Offering population-based tobacco treatment in a healthcare setting: a randomized controlled trial

Am J Prev Med. 2011 Nov;41(5):498-503. doi: 10.1016/j.amepre.2011.07.022.


Background: The healthcare system is a key channel for delivering treatment to tobacco users. Brief clinic-based interventions are effective but not reliably offered. Population management strategies might improve tobacco treatment delivery in a healthcare system.

Purpose: To test the effectiveness of supplementing clinic-based care with a population-based direct-to-smoker (DTS) outreach offering easily accessible free tobacco treatment.

Design: Randomized controlled trial, conducted in 2009-2010, comparing usual clinical care to usual care plus DTS outreach.

Setting/participants: A total of 590 smokers registered for primary care at a community health center in Revere MA.

Interventions: Three monthly letters offering a free telephone consultation with a tobacco coordinator who provided free treatment including up to 8 weeks of nicotine patches (NRT) and proactive referral to the state quitline for multisession counseling.

Main outcome measures: Use of any tobacco treatment (primary outcome) and tobacco abstinence at the 3-month follow-up; cost per quit.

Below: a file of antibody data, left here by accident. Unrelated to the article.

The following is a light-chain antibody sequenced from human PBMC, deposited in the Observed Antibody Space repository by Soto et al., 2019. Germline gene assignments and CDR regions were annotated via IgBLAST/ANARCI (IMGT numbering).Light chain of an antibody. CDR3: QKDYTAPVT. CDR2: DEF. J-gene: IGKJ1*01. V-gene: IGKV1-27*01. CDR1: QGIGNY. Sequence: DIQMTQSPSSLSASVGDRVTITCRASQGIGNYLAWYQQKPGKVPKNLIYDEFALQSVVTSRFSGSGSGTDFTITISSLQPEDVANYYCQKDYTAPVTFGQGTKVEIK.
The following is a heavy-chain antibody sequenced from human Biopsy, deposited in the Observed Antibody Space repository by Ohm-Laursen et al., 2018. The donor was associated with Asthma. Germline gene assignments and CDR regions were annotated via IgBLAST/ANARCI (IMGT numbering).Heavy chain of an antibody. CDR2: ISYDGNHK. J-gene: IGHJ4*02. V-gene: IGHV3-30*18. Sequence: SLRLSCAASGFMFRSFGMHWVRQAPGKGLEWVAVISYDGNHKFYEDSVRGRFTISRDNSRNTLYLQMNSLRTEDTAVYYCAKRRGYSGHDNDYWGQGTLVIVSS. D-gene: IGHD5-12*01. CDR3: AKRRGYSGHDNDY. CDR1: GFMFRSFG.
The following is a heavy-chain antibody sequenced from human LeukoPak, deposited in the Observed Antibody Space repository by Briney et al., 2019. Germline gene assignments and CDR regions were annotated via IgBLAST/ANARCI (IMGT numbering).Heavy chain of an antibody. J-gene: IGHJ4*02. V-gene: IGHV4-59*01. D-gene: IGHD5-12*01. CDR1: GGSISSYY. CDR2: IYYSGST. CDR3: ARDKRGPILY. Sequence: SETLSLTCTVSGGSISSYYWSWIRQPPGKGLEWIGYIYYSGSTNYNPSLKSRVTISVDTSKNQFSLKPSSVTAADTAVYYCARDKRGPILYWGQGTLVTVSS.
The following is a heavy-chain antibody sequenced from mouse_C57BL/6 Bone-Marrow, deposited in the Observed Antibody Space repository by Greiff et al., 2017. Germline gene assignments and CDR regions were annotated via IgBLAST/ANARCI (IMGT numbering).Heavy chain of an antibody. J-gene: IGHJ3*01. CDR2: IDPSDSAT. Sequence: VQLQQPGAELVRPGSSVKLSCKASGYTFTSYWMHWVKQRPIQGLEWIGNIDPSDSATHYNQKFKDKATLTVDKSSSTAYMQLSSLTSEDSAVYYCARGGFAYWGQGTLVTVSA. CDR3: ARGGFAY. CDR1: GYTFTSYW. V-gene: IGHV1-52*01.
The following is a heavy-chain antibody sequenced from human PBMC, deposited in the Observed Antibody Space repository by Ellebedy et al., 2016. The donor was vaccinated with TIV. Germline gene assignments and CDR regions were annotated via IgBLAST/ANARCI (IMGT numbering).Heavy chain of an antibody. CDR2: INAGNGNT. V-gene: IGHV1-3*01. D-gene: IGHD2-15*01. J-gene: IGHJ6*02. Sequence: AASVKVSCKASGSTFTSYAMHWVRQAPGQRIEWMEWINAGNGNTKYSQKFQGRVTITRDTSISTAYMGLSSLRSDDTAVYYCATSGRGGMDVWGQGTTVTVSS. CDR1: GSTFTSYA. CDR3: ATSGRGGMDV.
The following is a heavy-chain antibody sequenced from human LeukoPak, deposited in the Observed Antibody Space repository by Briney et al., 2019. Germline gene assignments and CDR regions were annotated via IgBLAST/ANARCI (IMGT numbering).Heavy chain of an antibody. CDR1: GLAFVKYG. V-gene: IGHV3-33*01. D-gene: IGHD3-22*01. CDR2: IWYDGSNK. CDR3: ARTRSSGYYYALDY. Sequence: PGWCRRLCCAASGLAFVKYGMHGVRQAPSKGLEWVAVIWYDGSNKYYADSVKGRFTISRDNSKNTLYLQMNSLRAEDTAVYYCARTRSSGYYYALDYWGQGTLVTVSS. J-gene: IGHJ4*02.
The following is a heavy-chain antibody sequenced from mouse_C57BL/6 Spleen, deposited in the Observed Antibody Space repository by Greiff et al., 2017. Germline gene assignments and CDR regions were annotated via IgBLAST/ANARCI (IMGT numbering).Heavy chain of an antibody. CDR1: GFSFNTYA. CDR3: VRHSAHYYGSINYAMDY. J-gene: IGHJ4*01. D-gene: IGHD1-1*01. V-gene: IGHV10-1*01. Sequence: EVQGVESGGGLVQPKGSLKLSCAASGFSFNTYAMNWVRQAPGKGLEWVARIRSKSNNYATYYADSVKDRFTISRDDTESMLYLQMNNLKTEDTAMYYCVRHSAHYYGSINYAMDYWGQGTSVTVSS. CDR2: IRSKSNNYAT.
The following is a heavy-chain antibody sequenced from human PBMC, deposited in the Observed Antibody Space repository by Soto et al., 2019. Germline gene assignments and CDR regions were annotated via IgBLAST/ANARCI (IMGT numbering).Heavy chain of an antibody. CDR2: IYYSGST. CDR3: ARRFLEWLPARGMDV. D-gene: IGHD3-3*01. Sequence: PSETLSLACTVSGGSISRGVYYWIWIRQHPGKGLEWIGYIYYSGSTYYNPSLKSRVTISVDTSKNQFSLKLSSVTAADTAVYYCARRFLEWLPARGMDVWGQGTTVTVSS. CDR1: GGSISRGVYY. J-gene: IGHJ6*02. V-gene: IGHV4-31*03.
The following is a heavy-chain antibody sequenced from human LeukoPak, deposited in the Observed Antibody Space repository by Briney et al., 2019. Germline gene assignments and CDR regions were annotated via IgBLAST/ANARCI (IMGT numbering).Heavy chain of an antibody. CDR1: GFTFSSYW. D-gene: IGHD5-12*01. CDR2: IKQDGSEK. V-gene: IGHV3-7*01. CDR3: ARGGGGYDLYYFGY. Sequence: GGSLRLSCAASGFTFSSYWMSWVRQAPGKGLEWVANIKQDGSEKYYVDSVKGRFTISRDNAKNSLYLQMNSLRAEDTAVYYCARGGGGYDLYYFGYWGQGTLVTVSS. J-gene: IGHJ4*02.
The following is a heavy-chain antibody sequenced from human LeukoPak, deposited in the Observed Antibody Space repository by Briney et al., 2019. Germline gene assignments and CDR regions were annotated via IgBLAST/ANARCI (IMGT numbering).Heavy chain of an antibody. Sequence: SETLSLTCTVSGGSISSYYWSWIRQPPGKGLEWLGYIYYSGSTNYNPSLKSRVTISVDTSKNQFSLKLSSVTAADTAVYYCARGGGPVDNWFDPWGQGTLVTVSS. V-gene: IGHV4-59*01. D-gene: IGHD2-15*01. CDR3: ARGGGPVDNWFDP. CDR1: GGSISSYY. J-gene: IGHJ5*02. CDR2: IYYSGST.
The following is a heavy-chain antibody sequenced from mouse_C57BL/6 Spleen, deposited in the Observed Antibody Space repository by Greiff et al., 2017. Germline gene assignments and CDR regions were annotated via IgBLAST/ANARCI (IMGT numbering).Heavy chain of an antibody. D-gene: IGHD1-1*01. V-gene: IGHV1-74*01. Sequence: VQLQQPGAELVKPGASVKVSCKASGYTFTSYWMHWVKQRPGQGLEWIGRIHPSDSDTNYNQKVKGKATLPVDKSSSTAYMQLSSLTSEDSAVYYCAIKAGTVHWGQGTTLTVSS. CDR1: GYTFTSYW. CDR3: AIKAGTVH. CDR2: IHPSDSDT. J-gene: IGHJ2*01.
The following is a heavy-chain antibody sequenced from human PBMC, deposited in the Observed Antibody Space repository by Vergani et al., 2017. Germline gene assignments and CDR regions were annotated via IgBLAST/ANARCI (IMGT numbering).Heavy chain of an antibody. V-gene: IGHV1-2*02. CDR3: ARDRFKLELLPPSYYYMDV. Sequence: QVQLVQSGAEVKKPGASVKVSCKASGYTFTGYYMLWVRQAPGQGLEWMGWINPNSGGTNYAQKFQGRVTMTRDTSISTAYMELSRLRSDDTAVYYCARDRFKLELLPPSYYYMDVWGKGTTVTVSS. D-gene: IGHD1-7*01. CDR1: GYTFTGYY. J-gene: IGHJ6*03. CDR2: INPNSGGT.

Results: Of 413 eligible smokers, 43 (10.4%) in the DTS group accepted the treatment offer; 42 (98%) requested NRT and 30 (70%) requested counseling. In intention-to-treat analyses adjusted by logistic regression for age, gender, race, insurance, diabetes, and coronary heart disease, a higher proportion of the DTS group, compared to controls, had used NRT (11.6% vs 3.9%, OR=3.47; 95% CI=1.52, 7.92) or any tobacco treatment (14.5% vs 7.3%, OR=1.95, 95% CI=1.04, 3.65) and reported being tobacco abstinent for the past 7 days (5.3% vs 1.1%, OR=5.35, 95% CI=1.23, 22.32) and past 30 days (4.1% vs 0.6%, OR=8.25, 95% CI=1.08, 63.01). The intervention did not increase smokers' use of counseling (1.7% vs 1.1%) or non-NRT medication (3.6% vs 3.9%). Estimated incremental cost per quit was $464.

Conclusions: A population-based outreach offering free tobacco treatment to smokers in a health center was a feasible, cost-effective way to increase the reach of treatment (primarily NRT) and to increase short-term quit rates.

Trial registration: This study is registered at Clinicaltrials.govNCT01321944.

Publication types

  • Randomized Controlled Trial
  • Research Support, N.I.H., Extramural
  • Research Support, Non-U.S. Gov't

MeSH terms

  • Adult
  • Community Health Services / economics
  • Community Health Services / methods*
  • Community-Institutional Relations
  • Cost-Benefit Analysis
  • Directive Counseling / statistics & numerical data*
  • Feasibility Studies
  • Female
  • Follow-Up Studies
  • Humans
  • Logistic Models
  • Male
  • Massachusetts
  • Middle Aged
  • Prospective Studies
  • Smoking Cessation / economics
  • Smoking Cessation / methods*
  • Tobacco Use Cessation Devices*

Associated data